The ruling stated: "It was in essence more difficult for the claimant to achieve the required number of games because in the periods of time that he was not absent for treatment or rehabilitation he had to be more frequently selected as a proportion of the total number of games available than his non disabled counterparts. We conclude that this was a substantial (more than minor or trivial) disadvantage." "Had the possibility of a triggering of the clause not been an issue then Mr Charnley [Newcastle managing director Lee] would not have needed to discuss it at all with Mr Carver [former manager John] and would not have needed to double check how close the claimant was to triggering the clause."
Gutierrez was found to be a "credible and convincing witness".
Former Newcastle boss Alan Pardew "was able to deliver his evidence in a confident, convincing and articulate way". However, "the detail of what was said was not necessarily as credible as the manner in which the evidence was delivered".
Some of Pardew's evidence was deemed to be contradictory and "inconsistent". 
Managing director Charnley's evidence was described as "evasive and lacking in credibility".
Parts of former Newcastle boss John Carver's evidence were "vague" and were "rejected".
In August 2013, Newcastle's doctor club advised that Gutierrez, who was recovering from a hamstring injury, should be picked as a substitute "at the very most". Pardew had picked Gutierrez to play and told the hearing that he "did not understand" the doctor's advice, a claim the tribunal considered "improbable". Pardew was dismissive of the doctor's notes in Gutierrez's medical record, which read: "Somehow managed to start game against Manchester City. Manager's decision, against medical advice."
Charnley would not accept that Gutierrez was an established international player, despite winning 22 caps and playing at the 2010 World Cup for Argentina. Charnley "could not say" how many international players Newcastle had in their squad in September 2011.
Charnley said that Gutierrez's 71 starts in 76 games in 2011-12 and 2012-13 only "demonstrated someone who plays for the first team" and not consistent performance. Carver told the tribunal that Gutierrez "had a certain clause in his contract if he reached a certain criteria". He later said there was no discussion about the clause and denied knowing what the "certain criteria" might be. - Source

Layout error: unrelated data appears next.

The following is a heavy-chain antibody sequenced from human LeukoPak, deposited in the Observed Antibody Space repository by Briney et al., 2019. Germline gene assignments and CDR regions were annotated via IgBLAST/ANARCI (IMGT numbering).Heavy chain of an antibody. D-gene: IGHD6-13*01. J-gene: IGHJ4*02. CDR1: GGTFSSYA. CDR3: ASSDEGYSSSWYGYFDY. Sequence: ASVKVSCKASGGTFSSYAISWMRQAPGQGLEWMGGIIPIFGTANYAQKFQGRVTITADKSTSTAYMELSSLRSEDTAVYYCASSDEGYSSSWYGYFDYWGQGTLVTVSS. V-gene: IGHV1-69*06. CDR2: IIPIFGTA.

February 2011
Andy Carroll responds to the club publicising a transfer request by stating it was against his wishes.
'I'm gutted to be leaving my home town club, i was told to go. I didn't want to leave that's why I signed a 5 year deal. I was pushed out of the door.' - Source

January 2011
NUFC statement claims Andy Carroll has submitted a transfer request and they have accepted it
A transfer request from striker Andy Carroll has been accepted by Newcastle United.The 22-year-old England international has this afternoon handed in a transfer request, which has reluctantly been accepted by the club, and Carroll is currently in talks with Liverpool over a move to Anfield. - Source

Alan Pardew reiterates again that Carroll will stay
"It was good that Mike Ashley and Derek Llambias made that commitment that Andy is not for sale. I'm pleased about that. We won't be selling any player that we don't feel needs to be moved on." - Source

December 2010
Alan Pardew reiterates the importance of Carroll staying
"Andy's career path is here, he just has to keep working hard. We have to have a big-club mentality and hold on to our best players." - Source
Alan Pardew on Andy Carroll the day he was unveiled as Newcastle Manager
"Andy Carroll was at the top of my list of questions because he needs to stay, this club has been crying out for another number nine and he looks like he's fitting the bill, so I made it very clear that he needs to stay." - Source

October 2010

Derek Llambias on Andy Carroll the day he signed a 5 year contract with the club

"Players like Andy are the future of this club" - Source

February 2009

In conversation with NUSC, Derek Llambias on Shay Given asking to leave
“We never wanted to lose Shay, we made that clear from January, whatever the price they offered. They came in with £3M and we politely told them to go away. Somehow Shay got it into his head that he wanted to move on because he wanted to win trophies. City then came in with a £5M bid that we rejected but then ...when a player decides they want to go it’s very, very difficult. We offered Shay a new contract that would take him to the age of 39 but that wasn’t good enough. Maybe we could have matched the contract with City, which we just couldn’t afford”.

“Once they came in with a £5M bid we then looked at their team. We tried for their right back, Michael Johnson, Elano on loan to get the deal that suited NUFC. Unfortunately it was difficult. We got £5.9M plus add-ons, not paid until 1st of July. We asked Man city for £15M thinking they would just go away but they got away cheaply, was it good business on our part? Not really ‘cos we never wanted to lose the player cheaply” - Source
Joe Kinnear on Shay Given's desire to leave
"I'm really sorry to see Shay go. He's been a fantastic professional and a great lad to work with. We bent over backwards to try and keep him at Newcastle United and offered him a longer contract to stay at the club. He's been with Newcastle United for a long time and has been a great servant but he felt the time was right to move on and, so realistically, we had no choice but to reluctantly agree to allow him to make this move. I wish him and his family all the very best for the future." - Source